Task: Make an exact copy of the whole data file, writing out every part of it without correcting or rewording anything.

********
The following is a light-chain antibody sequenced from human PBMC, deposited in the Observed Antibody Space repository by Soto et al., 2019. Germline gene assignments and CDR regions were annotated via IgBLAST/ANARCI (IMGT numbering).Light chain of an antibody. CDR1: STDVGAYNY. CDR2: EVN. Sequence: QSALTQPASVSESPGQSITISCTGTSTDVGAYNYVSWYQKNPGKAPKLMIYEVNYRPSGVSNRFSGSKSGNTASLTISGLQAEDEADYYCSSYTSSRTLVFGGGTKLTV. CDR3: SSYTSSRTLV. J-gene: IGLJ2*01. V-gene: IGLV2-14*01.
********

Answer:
The following is a light-chain antibody sequenced from human PBMC, deposited in the Observed Antibody Space repository by Soto et al., 2019. Germline gene assignments and CDR regions were annotated via IgBLAST/ANARCI (IMGT numbering).Light chain of an antibody. CDR1: STDVGAYNY. CDR2: EVN. Sequence: QSALTQPASVSESPGQSITISCTGTSTDVGAYNYVSWYQKNPGKAPKLMIYEVNYRPSGVSNRFSGSKSGNTASLTISGLQAEDEADYYCSSYTSSRTLVFGGGTKLTV. CDR3: SSYTSSRTLV. J-gene: IGLJ2*01. V-gene: IGLV2-14*01.